Simon Fraser scientist says COVID booster may not be necessary for all Canadians

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COVID vaccines are doing such a good job here that healthy Canadians may not need a booster shot.


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That’s the word from Dr. Mark Brockman, a professor at Simon Fraser and member of CoVaRR-Net — the Coronavirus Variants Rapid Response Network (Immunology & Vaccine Protection Pillar).

Obviously, a COVID booster is necessary for those at high risk. That third shot is required for the elderly or immunocompromised who may not produce as many antibodies after two doses as the rest of the population does. Additionally, the number of antibodies in those populations declines much faster.

(Vaccinated healthcare workers might also need a booster as their antibody levels decrease, to ensure they do not unwittingly contribute to onward transmission to vulnerable vaccinated patients, such as the elderly and immunocompromised.)


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For these groups, a third shot of COVID vaccine, “Gets them to a level of antibodies that would otherwise be normal in a healthy person receiving two doses,” Brockman said.

The professor reiterated that the key message here is that COVID vaccines are doing an amazing job in Canada.

“The protection provided by two doses is excellent. Most healthy adults may not need a third dose,” he said.

There will certainly be warning signs if that third dose becomes crucial for all.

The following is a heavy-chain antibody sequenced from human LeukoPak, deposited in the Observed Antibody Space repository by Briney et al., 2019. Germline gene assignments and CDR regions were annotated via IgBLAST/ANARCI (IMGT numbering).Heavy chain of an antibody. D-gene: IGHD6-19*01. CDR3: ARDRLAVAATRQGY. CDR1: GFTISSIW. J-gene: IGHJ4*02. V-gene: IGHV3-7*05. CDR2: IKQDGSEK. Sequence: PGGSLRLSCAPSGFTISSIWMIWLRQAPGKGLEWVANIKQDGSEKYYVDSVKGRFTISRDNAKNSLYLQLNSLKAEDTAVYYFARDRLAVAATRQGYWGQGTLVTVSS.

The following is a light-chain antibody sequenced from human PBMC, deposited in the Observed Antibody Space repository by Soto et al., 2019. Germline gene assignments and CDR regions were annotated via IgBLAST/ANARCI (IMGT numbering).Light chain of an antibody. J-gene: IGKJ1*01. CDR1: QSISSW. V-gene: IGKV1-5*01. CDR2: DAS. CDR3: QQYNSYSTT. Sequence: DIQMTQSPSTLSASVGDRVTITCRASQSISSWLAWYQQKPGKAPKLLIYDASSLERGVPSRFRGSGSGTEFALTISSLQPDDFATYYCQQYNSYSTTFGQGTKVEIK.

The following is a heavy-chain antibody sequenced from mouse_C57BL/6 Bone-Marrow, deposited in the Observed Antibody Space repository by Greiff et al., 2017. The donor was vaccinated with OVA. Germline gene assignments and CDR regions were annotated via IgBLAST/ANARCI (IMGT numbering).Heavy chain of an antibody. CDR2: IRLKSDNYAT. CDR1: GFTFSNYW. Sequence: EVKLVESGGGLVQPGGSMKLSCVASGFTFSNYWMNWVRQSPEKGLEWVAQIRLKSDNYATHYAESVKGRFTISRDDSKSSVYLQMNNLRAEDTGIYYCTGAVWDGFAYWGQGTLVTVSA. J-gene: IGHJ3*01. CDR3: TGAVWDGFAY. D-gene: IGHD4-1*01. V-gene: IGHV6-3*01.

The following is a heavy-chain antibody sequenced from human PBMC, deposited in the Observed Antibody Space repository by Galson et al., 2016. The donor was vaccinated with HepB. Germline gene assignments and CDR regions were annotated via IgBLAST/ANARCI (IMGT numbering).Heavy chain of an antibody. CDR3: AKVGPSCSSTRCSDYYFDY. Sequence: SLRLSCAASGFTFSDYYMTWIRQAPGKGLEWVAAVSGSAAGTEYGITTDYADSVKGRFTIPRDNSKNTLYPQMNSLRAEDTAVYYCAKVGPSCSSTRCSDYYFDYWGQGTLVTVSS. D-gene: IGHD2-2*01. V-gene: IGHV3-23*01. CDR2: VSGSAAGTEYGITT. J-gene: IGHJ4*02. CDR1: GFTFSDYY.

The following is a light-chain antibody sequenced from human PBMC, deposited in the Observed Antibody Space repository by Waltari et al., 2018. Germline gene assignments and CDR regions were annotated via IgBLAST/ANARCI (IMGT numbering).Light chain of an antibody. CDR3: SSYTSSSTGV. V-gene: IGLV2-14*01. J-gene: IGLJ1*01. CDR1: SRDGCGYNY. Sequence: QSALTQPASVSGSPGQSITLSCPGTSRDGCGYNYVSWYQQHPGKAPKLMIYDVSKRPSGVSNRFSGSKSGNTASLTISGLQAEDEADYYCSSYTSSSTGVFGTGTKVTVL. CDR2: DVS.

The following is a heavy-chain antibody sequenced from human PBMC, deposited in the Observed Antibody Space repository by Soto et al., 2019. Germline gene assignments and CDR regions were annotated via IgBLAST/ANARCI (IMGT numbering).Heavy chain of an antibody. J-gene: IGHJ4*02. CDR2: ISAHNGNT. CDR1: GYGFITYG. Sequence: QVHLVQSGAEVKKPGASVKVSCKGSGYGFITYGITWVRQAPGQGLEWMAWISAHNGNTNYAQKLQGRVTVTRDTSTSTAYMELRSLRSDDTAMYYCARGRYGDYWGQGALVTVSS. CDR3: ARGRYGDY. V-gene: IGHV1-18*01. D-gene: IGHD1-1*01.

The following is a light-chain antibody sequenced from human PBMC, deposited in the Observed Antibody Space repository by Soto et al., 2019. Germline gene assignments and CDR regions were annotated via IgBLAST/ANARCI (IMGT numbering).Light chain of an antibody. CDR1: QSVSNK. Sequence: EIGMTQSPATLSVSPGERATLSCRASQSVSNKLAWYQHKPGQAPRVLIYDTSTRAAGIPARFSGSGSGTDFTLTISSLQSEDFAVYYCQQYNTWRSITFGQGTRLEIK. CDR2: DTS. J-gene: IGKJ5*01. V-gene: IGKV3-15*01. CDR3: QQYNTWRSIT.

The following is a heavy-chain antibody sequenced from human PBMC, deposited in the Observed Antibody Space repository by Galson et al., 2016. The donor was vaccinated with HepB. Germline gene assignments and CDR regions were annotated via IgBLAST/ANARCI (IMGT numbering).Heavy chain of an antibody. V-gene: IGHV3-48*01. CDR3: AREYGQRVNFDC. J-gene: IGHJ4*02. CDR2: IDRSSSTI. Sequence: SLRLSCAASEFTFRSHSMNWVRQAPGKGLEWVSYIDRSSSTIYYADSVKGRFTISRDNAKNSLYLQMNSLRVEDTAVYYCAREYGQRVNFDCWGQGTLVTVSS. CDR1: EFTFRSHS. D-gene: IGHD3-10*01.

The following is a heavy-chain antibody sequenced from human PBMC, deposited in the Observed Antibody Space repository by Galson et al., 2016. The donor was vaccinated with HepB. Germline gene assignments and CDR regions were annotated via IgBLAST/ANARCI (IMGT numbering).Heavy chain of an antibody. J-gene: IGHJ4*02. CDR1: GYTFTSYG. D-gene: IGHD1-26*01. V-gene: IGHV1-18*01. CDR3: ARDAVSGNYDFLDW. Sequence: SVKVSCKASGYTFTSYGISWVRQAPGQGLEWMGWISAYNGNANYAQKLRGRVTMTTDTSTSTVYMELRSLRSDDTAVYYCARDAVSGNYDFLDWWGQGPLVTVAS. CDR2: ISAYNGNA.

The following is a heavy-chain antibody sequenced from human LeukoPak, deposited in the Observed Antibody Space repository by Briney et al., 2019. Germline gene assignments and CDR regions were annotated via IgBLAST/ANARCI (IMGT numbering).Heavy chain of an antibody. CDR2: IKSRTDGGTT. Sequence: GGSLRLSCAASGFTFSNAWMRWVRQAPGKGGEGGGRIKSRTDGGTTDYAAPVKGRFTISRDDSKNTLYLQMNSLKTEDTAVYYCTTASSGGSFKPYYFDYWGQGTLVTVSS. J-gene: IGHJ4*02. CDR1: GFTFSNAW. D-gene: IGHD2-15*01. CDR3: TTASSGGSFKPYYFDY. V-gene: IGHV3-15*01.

“The best evidence that we need to get boosters into the whole population is when clinically, we start to see a lot of fully vaccinated people at the hospital with more severe infection,” he said.

“If that happens, there might need to be third-dose recommendations for younger and healthier parts of the population. When people show less ability to protect themselves, that’s the only evidence that will tell us, irrefutably, that we need a third dose.”


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It’s unfortunate that this is the measuring stick, Brockman concedes, because it means we have to see an uptick in serious cases.

“Right now, those are overwhelmingly among the unvaccinated,” he said.

Brockman noted that some people, “Will feel better protected if they have that option for a booster. I would not encourage anyone to refuse it, but for the vast majority of healthy people, two doses seem to be working well.”

This may change, of course, and is changing already in older adults and special cases. But the decision-making around getting a booster is a little different for healthy people.

“It’s far more important to get the first two doses. I would encourage anyone who hasn’t had the vaccine to get those two shots. It’s a bit more open to choice on the third,” he said.

We apologize, but this video has failed to load.

Brockman reminded us that huge swaths of the world haven’t had access to any COVID vaccines, and talk of booster shots raises issues of global equity.  

“If we give every Canadian a third dose right now, we are to some degree contributing to having fewer vaccines available to the global population,” he said.

“We know where the variants are going to rise up — and it’s in unvaccinated or partly vaccinated populations. They are far less likely to rise in Canada.”


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